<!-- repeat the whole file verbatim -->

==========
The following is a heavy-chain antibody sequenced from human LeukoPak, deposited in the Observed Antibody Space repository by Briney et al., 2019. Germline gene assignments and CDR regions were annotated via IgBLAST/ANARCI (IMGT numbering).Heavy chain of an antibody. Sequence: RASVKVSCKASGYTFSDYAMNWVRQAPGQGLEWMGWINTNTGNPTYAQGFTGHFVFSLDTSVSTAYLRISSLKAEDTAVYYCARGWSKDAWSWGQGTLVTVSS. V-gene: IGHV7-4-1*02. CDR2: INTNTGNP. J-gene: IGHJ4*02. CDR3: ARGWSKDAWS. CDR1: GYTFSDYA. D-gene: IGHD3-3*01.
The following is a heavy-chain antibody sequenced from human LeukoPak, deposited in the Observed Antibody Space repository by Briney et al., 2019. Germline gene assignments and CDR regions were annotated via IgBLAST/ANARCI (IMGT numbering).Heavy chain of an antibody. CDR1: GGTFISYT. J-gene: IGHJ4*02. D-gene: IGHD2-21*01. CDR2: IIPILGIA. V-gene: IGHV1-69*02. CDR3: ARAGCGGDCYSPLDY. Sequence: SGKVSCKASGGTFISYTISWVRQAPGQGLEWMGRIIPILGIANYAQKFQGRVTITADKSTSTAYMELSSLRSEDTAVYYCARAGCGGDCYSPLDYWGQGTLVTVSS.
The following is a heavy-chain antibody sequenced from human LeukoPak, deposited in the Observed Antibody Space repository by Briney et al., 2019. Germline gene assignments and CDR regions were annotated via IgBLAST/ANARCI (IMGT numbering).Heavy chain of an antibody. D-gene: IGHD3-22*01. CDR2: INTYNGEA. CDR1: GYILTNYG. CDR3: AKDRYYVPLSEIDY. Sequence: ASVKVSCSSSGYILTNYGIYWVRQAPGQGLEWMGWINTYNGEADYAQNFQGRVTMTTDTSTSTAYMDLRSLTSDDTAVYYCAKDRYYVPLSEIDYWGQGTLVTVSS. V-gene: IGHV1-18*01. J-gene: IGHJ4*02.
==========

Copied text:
The following is a heavy-chain antibody sequenced from human LeukoPak, deposited in the Observed Antibody Space repository by Briney et al., 2019. Germline gene assignments and CDR regions were annotated via IgBLAST/ANARCI (IMGT numbering).Heavy chain of an antibody. Sequence: RASVKVSCKASGYTFSDYAMNWVRQAPGQGLEWMGWINTNTGNPTYAQGFTGHFVFSLDTSVSTAYLRISSLKAEDTAVYYCARGWSKDAWSWGQGTLVTVSS. V-gene: IGHV7-4-1*02. CDR2: INTNTGNP. J-gene: IGHJ4*02. CDR3: ARGWSKDAWS. CDR1: GYTFSDYA. D-gene: IGHD3-3*01.
The following is a heavy-chain antibody sequenced from human LeukoPak, deposited in the Observed Antibody Space repository by Briney et al., 2019. Germline gene assignments and CDR regions were annotated via IgBLAST/ANARCI (IMGT numbering).Heavy chain of an antibody. CDR1: GGTFISYT. J-gene: IGHJ4*02. D-gene: IGHD2-21*01. CDR2: IIPILGIA. V-gene: IGHV1-69*02. CDR3: ARAGCGGDCYSPLDY. Sequence: SGKVSCKASGGTFISYTISWVRQAPGQGLEWMGRIIPILGIANYAQKFQGRVTITADKSTSTAYMELSSLRSEDTAVYYCARAGCGGDCYSPLDYWGQGTLVTVSS.
The following is a heavy-chain antibody sequenced from human LeukoPak, deposited in the Observed Antibody Space repository by Briney et al., 2019. Germline gene assignments and CDR regions were annotated via IgBLAST/ANARCI (IMGT numbering).Heavy chain of an antibody. D-gene: IGHD3-22*01. CDR2: INTYNGEA. CDR1: GYILTNYG. CDR3: AKDRYYVPLSEIDY. Sequence: ASVKVSCSSSGYILTNYGIYWVRQAPGQGLEWMGWINTYNGEADYAQNFQGRVTMTTDTSTSTAYMDLRSLTSDDTAVYYCAKDRYYVPLSEIDYWGQGTLVTVSS. V-gene: IGHV1-18*01. J-gene: IGHJ4*02.